Why We Do This, Part One

Published in on Mar 22, 2022

Recently I got the following email from a punk:

"Last Thursday I treated someone whose CC was a feeling of jitteriness, something like brain fog, or another kind of head fuzziness that seemed hard for her to describe-- like she couldn't relax, and wasn't sleeping well. I needled DU20 and SSC, along with ML10, an mian, and the 8Es for insomnia type stuff. There wasn't anything unusual about the treatment in the moment. Later that night, the receptionist gave me a note with the patient's name saying that she had a follow-up question about her treatment. We weren’t able to connect until Friday morning. She said that after her treatment and for the rest of the evening, she felt this tight band around her head. She said it wasn't a headache, but a feeling of tightness above her eyes. She also reported feeling more calm, and that she slept well Thursday night. By the time we spoke, around 11am Friday, the feeling had subsided completely.

I fumbled my way through using a lot of words to say that I don't really know why that happened. I reasoned aloud that I hadn't put any needles in her forehead directly, as a way to rule out some sort of causation from the puncture itself. I felt conscious to not appear too defensive, and also wanted to get clarity that she was okay, and not experiencing anything that felt like an emergency. It sounded like mild concern turned to curiosity, especially since by the time we spoke, the feeling was gone. So I guess my question is; is any sort of interaction like this, where a practitioner has to have a follow-up conversation with a concerned patient considered an adverse event?

It's hard to not display an element of self-defense here, because of the feeling that there’s very little connection between where i put the needles and her reaction to them. Like, how can it not be my fault in some way? But, I can also dispel that notion because there wasn't any quantifiable harm, or injury. I feel confident that we both left the conversation without feeling like something WRONG had happened. But days later, I still feel like I shouldn't discount the interaction completely, and am obviously still thinking, WTF, why did that happen???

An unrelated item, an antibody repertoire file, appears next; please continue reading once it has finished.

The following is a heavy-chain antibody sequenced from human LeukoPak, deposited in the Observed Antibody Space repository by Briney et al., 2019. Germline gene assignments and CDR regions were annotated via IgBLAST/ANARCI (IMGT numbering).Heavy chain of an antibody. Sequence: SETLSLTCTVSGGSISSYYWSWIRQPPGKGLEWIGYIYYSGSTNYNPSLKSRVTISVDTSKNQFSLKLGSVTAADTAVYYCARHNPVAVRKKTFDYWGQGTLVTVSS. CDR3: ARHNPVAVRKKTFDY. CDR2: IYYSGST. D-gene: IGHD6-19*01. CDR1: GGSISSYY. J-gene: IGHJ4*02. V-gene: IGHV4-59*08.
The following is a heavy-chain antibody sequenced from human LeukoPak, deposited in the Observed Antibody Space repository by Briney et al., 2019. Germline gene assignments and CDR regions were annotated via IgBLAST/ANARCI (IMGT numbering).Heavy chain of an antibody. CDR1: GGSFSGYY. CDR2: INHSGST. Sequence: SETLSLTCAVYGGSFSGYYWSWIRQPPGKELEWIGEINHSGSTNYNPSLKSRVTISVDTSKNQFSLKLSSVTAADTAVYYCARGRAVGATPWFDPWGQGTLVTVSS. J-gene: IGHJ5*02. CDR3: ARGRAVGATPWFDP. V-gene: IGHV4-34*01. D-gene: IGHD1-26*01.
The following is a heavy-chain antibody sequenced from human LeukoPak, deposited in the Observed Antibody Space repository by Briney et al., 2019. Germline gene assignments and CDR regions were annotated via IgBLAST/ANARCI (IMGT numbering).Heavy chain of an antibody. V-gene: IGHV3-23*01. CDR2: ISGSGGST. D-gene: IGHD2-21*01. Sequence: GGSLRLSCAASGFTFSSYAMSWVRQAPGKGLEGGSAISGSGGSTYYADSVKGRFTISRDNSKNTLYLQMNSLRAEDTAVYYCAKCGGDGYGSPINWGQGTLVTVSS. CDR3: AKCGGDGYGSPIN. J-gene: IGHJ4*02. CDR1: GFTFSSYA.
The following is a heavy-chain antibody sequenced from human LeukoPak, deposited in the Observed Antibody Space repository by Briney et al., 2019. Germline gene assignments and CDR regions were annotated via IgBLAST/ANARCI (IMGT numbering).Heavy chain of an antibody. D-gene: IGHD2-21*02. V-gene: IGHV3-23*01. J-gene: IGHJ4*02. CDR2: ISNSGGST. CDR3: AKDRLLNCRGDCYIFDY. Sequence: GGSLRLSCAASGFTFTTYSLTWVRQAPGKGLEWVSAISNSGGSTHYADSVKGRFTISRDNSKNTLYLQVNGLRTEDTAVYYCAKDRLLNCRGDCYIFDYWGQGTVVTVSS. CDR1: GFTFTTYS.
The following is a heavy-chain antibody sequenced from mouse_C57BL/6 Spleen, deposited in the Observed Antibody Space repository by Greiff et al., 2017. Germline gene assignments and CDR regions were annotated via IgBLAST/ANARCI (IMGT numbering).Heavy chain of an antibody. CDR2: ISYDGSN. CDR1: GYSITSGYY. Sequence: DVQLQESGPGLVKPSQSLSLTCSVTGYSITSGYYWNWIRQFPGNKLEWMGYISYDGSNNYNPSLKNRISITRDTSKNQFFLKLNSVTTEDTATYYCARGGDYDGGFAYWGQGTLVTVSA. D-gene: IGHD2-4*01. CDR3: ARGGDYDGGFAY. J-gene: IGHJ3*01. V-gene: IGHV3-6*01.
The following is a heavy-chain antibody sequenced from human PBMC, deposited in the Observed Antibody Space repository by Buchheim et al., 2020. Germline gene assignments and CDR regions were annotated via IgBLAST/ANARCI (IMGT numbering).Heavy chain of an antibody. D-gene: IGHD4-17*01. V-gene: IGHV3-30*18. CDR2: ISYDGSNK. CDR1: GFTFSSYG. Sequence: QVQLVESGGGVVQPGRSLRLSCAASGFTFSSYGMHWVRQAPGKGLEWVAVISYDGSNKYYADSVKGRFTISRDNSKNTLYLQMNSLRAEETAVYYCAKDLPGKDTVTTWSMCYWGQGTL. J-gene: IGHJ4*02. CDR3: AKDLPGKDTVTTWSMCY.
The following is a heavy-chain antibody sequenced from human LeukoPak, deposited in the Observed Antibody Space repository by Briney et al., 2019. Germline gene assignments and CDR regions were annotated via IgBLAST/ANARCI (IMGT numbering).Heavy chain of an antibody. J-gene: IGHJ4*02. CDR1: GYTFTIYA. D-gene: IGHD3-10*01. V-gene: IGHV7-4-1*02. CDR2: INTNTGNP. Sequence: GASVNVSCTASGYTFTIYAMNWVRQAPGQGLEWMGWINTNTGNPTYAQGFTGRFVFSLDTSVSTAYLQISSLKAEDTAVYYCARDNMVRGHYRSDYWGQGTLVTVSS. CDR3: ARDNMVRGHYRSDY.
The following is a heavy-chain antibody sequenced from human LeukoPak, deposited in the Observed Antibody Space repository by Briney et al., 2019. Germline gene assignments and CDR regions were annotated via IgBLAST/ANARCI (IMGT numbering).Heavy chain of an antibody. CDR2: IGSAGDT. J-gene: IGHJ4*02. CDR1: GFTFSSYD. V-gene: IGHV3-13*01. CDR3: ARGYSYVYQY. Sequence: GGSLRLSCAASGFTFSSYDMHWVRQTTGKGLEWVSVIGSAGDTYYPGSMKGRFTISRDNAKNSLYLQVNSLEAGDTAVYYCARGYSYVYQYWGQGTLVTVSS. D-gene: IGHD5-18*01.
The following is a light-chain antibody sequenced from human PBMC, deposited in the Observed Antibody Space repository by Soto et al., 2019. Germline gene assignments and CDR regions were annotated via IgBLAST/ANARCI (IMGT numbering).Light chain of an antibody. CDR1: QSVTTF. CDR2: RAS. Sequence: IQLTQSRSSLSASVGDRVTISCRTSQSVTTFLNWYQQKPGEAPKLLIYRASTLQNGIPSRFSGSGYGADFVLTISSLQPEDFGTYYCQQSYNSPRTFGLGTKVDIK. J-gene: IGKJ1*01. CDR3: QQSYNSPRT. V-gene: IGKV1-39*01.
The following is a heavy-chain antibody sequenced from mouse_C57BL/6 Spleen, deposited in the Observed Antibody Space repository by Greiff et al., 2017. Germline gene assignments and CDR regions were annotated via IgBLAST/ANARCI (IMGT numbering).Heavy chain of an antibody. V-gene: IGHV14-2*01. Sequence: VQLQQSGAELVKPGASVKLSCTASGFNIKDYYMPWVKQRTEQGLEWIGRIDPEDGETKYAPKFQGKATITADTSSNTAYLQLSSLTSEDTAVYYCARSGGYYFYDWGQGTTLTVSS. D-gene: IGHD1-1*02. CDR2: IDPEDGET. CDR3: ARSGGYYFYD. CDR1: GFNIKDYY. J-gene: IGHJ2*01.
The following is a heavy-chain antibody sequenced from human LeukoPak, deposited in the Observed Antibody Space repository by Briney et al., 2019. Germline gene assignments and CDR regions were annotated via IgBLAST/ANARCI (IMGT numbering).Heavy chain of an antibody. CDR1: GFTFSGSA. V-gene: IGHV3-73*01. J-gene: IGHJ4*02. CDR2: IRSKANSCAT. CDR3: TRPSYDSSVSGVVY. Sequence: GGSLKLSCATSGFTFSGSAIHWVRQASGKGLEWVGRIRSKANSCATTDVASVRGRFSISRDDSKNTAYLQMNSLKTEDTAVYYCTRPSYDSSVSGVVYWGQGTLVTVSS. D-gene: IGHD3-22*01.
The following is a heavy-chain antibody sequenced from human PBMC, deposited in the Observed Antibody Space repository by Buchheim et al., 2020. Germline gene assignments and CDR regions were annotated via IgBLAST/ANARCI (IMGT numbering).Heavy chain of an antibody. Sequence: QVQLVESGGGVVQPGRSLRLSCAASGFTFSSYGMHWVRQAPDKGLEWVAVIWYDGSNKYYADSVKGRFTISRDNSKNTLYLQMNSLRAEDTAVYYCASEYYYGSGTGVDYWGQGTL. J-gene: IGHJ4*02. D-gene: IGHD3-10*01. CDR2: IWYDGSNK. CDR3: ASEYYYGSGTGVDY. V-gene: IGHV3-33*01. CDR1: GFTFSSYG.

One of the last things she said was that she was going to talk to her other (private) acupuncturist about it-- the one she's been seeing for years. There wasn't any attitude in her saying this, and quite frankly I was like, good, please do that, I'd like to know what she says! I thanked her for the call, and told her I was new to practicing, and appreciated the opportunity to interact with patients like this, and that I was glad she was feeling better today. I'm sure there is a whole script of things I should have said differently, but overall it felt like an okay call. Though as I said, I am still not sure if it does or doesn't constitute an AE."

I love this question because it gets right to the essence of why we have an Adverse Events Reporting Database. It’s something that the rest of the acupuncture profession has wondered about too: why would we want to keep track of such minor events? Why put any energy into this kind of thing once you’ve reassured the patient and everyone’s moved on? Is something really an adverse event if there’s no lasting damage and nobody ends up in the hospital?

For our purposes, YES: Any sort of interaction like this, where a practitioner has to have a follow-up conversation with a concerned patient, IS considered AERD material. Because we had to put the line somewhere and “follow up conversation” is exactly where we put it! It doesn’t matter whether the patient wants to talk to you about the tiniest of bruises, the kind you can barely see when you squint, or pain that caused them to go to the emergency room in the middle of the night. If a patient’s concerned enough to want to talk to you about it, we want to keep track of it. Why?

First, a core aspect of community acupuncture is that we want to validate people’s experience. We believe that patients are authorities on their own bodies. In our clinics, they shouldn't have to “prove” to us whether their concerns are valid.

This is very different from how the rest of the healthcare system operates, especially when it comes to pain, which is the main thing we treat. Any time you show up to work as a punk, the odds are high that more than one person on your shift has had their pain dismissed or minimized by another healthcare provider. Maybe they’ve been told it’s “all in their head”, maybe they’ve been told they’re malingering and don’t actually want to get better, maybe they’ve even been accused of “drug seeking behaviors”.